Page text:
As intelligent energy management technology has evolved, it has expanded considerably beyond the initial systems and platforms designed to help enterprises manage energy in their facilities. We’ve seen some energy management players – from enterprises to utility customers – reorient their offerings to serve as a demand-side management tools. Others have decided to specialize in certain high-value applications such as demand response.
One of the newer frontiers in intelligent energy management is the integration of energy management and facility management technology. At first, it might appear that these two services have little to do with one another. The former is concerned primarily with monitoring and reducing energy consumption and consumption, while the latter is focused on a range of issues affecting interior spaces (such as space planning, mail management, catering, janitorial services, and security). However, several of the IT systems used to monitor and govern many of these facility management services also create data relevant to energy management. Thus, they create opportunities to build additional applications onto the same IT backbone.
Yin, Meet Yang
One of the best examples of this integration is Jones Lang LaSalle’s IntelliCommand offering, which is a white-labeled version of Pacific Controls’ energy and operations management software. The tools provide Jones Lang LaSalle’s commercial real estate customers with a suite of applications, such as energy visualization, energy management, and demand response, that help reduce energy costs while maintaining (or improving) building operations and the quality of the interior environment. In addition, the system ties directly into Jones Lang LaSalle’s existing workflow management system, which its customers are already familiar with, an advantage over similar offerings that have independent user interfaces and functionality. Meanwhile, IBM’s acquisition of facility management software firm TRIRIGA in 2011 and Ameresco’s acquisition of FAME Facility Software Solutions in 2012 also demonstrate the rapid integration of facility management with business operations and energy efficiency offerings.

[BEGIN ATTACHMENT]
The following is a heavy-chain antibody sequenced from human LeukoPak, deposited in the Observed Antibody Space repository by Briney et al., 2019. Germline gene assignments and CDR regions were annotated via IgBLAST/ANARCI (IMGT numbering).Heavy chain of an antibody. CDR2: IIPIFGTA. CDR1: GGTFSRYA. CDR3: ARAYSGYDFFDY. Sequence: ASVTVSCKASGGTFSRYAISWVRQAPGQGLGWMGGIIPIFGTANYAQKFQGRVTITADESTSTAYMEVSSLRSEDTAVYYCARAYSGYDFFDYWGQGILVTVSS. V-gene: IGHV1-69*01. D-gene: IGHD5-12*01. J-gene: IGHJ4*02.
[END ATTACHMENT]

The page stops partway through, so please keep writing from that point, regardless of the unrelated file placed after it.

The Jones Lang LaSalle model, which integrates energy management into a broader facility management offering, would appear to be the inverse of the IBM/Ameresco model, which adds facility and asset management capability to energy management systems that offer a multitude of energy-related applications. Rather than arguing that one or the other is the “right” model, I will say that both models will likely coexist within the building industry for years to come. This yin-yang effect – with facility management nested into energy management and vice versa – will ensure that customers have options that suit their priorities, budget, and existing building IT infrastructure.
Tags: Building Energy Management Systems, Building Systems, Energy Management, Smart Energy Program
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